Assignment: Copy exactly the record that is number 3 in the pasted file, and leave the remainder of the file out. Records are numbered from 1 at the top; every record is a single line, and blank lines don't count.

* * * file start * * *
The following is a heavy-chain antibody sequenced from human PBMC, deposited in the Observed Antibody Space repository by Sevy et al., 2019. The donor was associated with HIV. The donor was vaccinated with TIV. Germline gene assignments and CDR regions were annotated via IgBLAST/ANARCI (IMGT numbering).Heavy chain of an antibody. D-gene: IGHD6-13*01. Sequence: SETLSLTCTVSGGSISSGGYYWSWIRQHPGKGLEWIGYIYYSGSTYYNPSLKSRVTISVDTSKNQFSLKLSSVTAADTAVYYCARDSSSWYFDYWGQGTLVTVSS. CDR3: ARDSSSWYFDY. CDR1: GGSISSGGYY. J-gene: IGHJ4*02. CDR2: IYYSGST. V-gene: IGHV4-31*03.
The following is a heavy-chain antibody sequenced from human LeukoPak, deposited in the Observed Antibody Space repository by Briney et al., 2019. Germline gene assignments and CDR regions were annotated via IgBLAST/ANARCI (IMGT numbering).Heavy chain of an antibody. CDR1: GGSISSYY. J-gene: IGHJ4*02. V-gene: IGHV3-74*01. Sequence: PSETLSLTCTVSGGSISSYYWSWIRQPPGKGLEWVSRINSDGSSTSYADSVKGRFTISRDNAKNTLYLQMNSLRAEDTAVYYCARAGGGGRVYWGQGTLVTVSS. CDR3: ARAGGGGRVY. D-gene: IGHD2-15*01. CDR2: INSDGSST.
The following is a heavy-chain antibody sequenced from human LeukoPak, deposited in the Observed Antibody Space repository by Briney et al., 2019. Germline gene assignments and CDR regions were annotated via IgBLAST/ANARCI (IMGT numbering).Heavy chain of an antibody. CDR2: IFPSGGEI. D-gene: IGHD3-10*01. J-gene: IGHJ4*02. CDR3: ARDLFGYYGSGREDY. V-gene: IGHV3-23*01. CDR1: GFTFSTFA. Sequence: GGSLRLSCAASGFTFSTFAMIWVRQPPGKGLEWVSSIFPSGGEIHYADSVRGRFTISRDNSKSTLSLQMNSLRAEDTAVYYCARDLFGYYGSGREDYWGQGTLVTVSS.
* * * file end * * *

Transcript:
The following is a heavy-chain antibody sequenced from human LeukoPak, deposited in the Observed Antibody Space repository by Briney et al., 2019. Germline gene assignments and CDR regions were annotated via IgBLAST/ANARCI (IMGT numbering).Heavy chain of an antibody. CDR2: IFPSGGEI. D-gene: IGHD3-10*01. J-gene: IGHJ4*02. CDR3: ARDLFGYYGSGREDY. V-gene: IGHV3-23*01. CDR1: GFTFSTFA. Sequence: GGSLRLSCAASGFTFSTFAMIWVRQPPGKGLEWVSSIFPSGGEIHYADSVRGRFTISRDNSKSTLSLQMNSLRAEDTAVYYCARDLFGYYGSGREDYWGQGTLVTVSS.